The Importance of Reversal of Cervical and Lumbar Lordosis
What are Cervical and Lumbar Lordosis?
Humans are created with curves in various parts of their body, including the curves in the upper and lower back. It is quite normal for the area between the ribs and buttocks to be concave since this shape gives the spine a higher level of endurance against shock, but if the curvature or arch in the upper back is too pronounced or swaybacked, it could lead to various complications. The same goes for the curve at the back of the neck: a slight curve is normal, but sometimes when the neck curves excessively forward, it causes strain, pain, and other complications.
This excessive curve of the spine at the neck is known as cervical lordosis and is characterized by an exaggerated C shape of the upper back, right below the skull, while lumbar lordosis is a swaybacked curve of the lower spine that pushes the stomach forward. Below, you'll find information about what causes lordosis, what it looks like, and exercises to correct it.
What Causes a Curved Spine?
What causes cervical or lumbar lordosis? These factors include:
- Slouching due to poor posture, especially when seated for a long period of time.
- Heredity. Some people may inherit the genes that cause the degradation of the spinal column with age.
- Trauma and stress.
- Strain. This is common among people whose jobs involve a high level of manual labor.
- Osteoporosis or the degradation over time of the bones in the spine.
- Obesity. About 90% of obese people suffer from lordosis because their backs have been strained by carrying excess weight.
Though not everyone who has any of these predisposing factors develops cervical or lumbar lordosis, those who do have it need not lose hope. Lordosis can be reversed, though it will take a lot of time and effort to achieve results.
Bones Involved in Cervical and Lumbar Lordosis
The various treatments and therapies for the reversal of cervical or lumbar lordosis involve an understanding of the different parts of the spine, which include:
- The Cervical Vertebrae, the part of the spine that goes from the skull to just above the shoulders.
- The Thoracic Vertebrae, the part of the spine that goes from the shoulders to the middle of the chest area. This segment is normally convex (curved outward).
- The Lumbar Vertebrae, the part of the spine located in the abdominal area. This segment is normally concave (curving outward).
- The Sacrum, located in the pelvic area, normally convex.
- The Coccyx or tailbone, the slight protrusion at the lower end of the spinal column in the buttocks. This is the part of the spine that first absorbs the impact of forcefully falling on one's behind.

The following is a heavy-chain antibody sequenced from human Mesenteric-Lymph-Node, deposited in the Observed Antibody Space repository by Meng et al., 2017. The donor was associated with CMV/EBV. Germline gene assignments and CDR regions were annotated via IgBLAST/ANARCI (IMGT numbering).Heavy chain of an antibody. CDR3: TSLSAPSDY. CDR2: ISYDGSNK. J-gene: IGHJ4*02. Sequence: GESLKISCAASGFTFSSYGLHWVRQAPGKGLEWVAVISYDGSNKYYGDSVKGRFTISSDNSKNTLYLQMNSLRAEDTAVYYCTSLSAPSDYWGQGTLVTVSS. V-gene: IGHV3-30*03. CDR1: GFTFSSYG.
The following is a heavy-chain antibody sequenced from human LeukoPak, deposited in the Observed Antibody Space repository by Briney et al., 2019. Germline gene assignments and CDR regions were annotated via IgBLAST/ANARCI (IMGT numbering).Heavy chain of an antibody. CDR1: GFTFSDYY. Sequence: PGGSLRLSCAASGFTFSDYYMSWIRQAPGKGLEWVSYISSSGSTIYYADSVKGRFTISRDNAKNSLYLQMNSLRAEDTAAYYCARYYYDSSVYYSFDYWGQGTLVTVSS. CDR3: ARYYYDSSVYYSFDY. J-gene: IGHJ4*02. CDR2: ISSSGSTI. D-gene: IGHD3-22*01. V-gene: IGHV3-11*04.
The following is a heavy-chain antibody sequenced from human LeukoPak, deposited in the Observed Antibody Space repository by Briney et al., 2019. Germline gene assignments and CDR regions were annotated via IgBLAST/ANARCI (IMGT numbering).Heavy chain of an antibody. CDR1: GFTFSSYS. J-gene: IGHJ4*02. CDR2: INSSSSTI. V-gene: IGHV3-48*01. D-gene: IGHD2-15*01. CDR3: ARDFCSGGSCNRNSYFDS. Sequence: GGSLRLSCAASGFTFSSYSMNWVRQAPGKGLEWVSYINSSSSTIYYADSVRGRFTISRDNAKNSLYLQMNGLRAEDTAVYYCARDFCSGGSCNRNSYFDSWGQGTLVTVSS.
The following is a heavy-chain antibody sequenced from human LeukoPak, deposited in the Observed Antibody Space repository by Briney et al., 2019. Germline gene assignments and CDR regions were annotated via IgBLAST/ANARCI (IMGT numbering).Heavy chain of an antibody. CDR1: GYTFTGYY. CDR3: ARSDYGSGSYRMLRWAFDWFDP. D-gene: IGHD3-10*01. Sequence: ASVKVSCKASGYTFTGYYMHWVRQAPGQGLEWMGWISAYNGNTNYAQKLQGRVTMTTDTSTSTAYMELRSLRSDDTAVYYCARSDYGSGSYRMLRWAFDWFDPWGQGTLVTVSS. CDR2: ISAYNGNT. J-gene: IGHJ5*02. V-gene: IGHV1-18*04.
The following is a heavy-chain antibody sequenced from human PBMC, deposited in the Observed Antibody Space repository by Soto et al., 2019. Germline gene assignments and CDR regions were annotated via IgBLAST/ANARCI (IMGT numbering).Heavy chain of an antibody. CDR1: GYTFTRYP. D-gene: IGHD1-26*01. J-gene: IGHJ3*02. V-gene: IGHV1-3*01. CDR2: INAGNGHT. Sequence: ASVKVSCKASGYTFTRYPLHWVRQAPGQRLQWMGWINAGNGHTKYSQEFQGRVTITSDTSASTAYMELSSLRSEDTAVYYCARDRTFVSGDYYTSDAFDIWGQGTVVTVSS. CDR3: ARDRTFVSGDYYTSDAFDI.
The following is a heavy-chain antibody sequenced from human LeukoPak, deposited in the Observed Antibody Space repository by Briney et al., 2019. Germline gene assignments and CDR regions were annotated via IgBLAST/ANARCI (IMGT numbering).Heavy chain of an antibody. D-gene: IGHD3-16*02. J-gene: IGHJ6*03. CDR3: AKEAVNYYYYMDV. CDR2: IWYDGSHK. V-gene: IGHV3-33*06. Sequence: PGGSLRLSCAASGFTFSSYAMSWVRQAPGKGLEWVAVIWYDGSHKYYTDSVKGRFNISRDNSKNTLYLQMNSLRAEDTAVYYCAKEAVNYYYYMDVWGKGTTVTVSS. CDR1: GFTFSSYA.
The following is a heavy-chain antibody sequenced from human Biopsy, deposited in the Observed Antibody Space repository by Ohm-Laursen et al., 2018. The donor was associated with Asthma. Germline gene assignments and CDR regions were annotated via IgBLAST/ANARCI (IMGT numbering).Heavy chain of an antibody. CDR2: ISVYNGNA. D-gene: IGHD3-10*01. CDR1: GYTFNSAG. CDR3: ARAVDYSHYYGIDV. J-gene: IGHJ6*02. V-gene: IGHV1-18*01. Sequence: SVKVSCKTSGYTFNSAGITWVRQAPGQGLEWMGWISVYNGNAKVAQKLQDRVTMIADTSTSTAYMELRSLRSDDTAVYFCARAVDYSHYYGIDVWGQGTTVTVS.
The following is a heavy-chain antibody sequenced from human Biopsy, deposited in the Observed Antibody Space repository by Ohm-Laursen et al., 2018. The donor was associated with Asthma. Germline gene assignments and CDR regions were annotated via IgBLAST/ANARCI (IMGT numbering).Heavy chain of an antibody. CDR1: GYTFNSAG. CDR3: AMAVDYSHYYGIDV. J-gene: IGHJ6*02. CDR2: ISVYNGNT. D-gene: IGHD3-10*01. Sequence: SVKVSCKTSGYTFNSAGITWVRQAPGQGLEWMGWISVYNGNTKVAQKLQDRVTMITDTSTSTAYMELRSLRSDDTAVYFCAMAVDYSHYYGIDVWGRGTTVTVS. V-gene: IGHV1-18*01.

Why Is Reversal of Cervical and Lumbar Lordosis Important?
Proper posture is not the only reason why reversal of cervical and lumbar lordosis is necessary. Other reasons include:
- The spinal column is specifically designed to be curved in the right places and at the right degrees. Any excess or lack in the curvature of the spine could result to spinal injury since the vertebrae are no longer positioned at the right angle to absorb shock properly. Over time, the vertebrae become brittle and the individual runs the risk of developing diseases of the spinal column like degenerative disc or joint disease which cause pain and worse if left untreated.
- Improper curvature of the spinal column could also result in an insufficient supply of oxygen and nutrients to the brain. This may manifest in bouts of dizziness, nausea, fatigue, headaches, tinnitus, pain, and/or insomnia. A lordosis patient can suffer from hypertension, or moments of confusion due to impaired blood flow to the brain.
- Reversal of cervical and lumbar lordosis is also necessary so the individual can avoid the risk of developing osteoporosis and other ailments characterized by a severely misaligned spine.
Lordosis has different effects on each individual. Some people may develop further health complications, while others are able to live out the rest of their lives with an overly curved spine. However, people with slight cases of cervical lordosis should not become overconfident. No one wants to end up in a spinal brace or have the problems extend down to their hips, arms, or legs.
Exercises to Improve Neck Spine Curvature and Neck Posture
Abnormal or excessive curvature of these areas of the vertebrae should not be a cause for too much worry since it can still be reversed. In mild cases, the reversal of cervical lordosis can be achieved by doing the following exercise routine daily:
- Flexing the neck back and forth gently, as though in the act of nodding yes. Stretch your head forward and down so your chin tucks into your neck and you are looking at the floor, then slowly bring your head up again. This should be done sporadically throughout the day, five repetitions each time.